Silence from Kyiv as Russia claims more than 1,700 surrender in Mariupol

The outcome of Europe's bloodiest battle for decades remained publicly unresolved, with no confirmation of the fate of the hundreds of Ukrainian troops.

Service members of Ukrainian forces who have surrendered after weeks holed up at Azovstal steel works are being searched in Mariupol
Service members of Ukrainian forces who have surrendered after weeks holed up at Azovstal steel works are being searched by the pro-Russian military in Mariupol, Ukraine, in this still image taken from a video released on May 18, 2022.
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KYIV, Ukraine — Moscow said on Thursday that 1,730 Ukrainian fighters had surrendered in Mariupol over three days, including 771 in the past 24 hours, claiming a surrender on a far bigger scale than Kyiv has acknowledged since ordering its garrison to stand down.

The ultimate outcome of Europe's bloodiest battle for decades remained publicly unresolved, with no confirmation of the fate of the hundreds of Ukrainian troops who had held out in a vast steelworks at the end of a near three-month siege.

Ukraine, which says it aims to secure a prisoner swap, has declined to say how many were inside the plant or comment on the fate of the rest since confirming that just over 250 had surrendered in the initial hours after it ordered them to yield.

The leader of Russian-backed separatists in control of the area said nearly half of the fighters remained inside the steelworks, where underground bunkers and tunnels had protected them from weeks of Russian bombardment.

"More than a half have already left — more than half have laid down their arms," Denis Pushilin told the Solovyov Live internet television channel. "Let them surrender, let them live, let them honestly face the charges for all their crimes."


The wounded had been given medical treatment while those who were fit had been taken to a penal colony and were being treated well, he said.


Ukrainian officials say they cannot comment publicly on the fate of the fighters, as negotiations are under way behind the scenes to rescue them.

"The state is making utmost efforts to carry out the rescue of our service personnel," military spokesman Oleksandr Motuzaynik told a news conference. "Any information to the public could endanger that process."

Russia denies that it has agreed to a prisoner swap for them. Many of the Azovstal defenders belong to a Ukrainian unit with far-right origins, the Azov Regiment, which Moscow calls Nazis and says must be prosecuted for crimes. Ukraine calls them national heroes.

The end of fighting in Mariupol, the biggest city Russia has captured so far, allows Russian President Vladimir Putin to claim a rare victory in the invasion it began on Feb. 24. It gives Russia complete control of the Sea of Azov and an unbroken stretch of territory along eastern and southern Ukraine.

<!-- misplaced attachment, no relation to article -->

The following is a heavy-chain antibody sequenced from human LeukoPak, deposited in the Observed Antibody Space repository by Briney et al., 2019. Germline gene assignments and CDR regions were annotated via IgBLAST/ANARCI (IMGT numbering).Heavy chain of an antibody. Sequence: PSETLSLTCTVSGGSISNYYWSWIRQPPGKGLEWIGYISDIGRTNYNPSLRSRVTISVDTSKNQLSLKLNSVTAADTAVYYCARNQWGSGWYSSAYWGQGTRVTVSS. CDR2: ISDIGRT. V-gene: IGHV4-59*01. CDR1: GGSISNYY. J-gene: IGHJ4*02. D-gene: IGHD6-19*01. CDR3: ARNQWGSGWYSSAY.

Ukraine says tens of thousands of civilians died in nearly three months of Russian siege and bombardment that lay the city to waste. The Red Cross and United Nations say the true toll is uncounted but at least in the thousands, making it the bloodiest battle in Europe at least since the Chechnya and Balkan wars of the 1990s.

Moscow denies targeting civilians in its "special military operation" to disarm and "de-Nazify" its neighbor. Ukraine and the West say Russian forces have killed many thousands of civilians in an unprovoked war of aggression.

Russian security service officers escort a purported member of the Ukrainian armed forces in Rostov-on-Don
Officers of Russia's Federal Security Service escort Denis Nuryga, a purported member of the Aidar Battalion under the Ukrainian armed forces who reportedly surrendered in the course of Ukraine-Russia conflict, inside a court house in Rostov-on-Don, Russia on May 19, 2022.



Russian forces were driven out of northern Ukraine and the area around the capital at the end of March, and were pushed away from the second largest city Kharkiv this month.

In a sign of the return of normal life to the capital, the United States reopened its embassy in Kyiv on Wednesday.

"The Ukrainian people... have defended their homeland in the face of Russia's unconscionable invasion, and, as a result, the Stars and Stripes are flying over the Embassy once again," said U.S. Secretary of State Antony Blinken.

But Russia is still pressing its main offensive using massed artillery and armor, trying to capture more territory in the eastern Donbas, comprised of the Donetsk and Luhansk regions, which Moscow claims on behalf of separatists.

Ukraine's general staff said on Thursday Russia's attacks were focused on Donetsk. Russian forces "suffered significant losses" around Slovyansk to the north of Donetsk.

Police said on Telegram on Thursday that two children had been killed in the Donetsk city of Lyman. Serhiy Gaidai, governor of neighboring Luhansk region, said four people had been killed and three wounded in shelling of the frontline city of Sievierodonetsk.

In Russia, the regional governor of the Kursk border region accused Ukrainian forces of shelling a border village, killing at least one civilian. Both sides have accused each other of cross border shelling for weeks.

Reuters was unable to verify the reports.


(Reporting by Natalia Zinets and Max Hunder in Kyiv and a Reuters journalist in Mariupol; additional reporting by Reuters bureaus; writing by Peter Graff and Stephen Coates; editing by Richard Pullin and Nick Macfie.)


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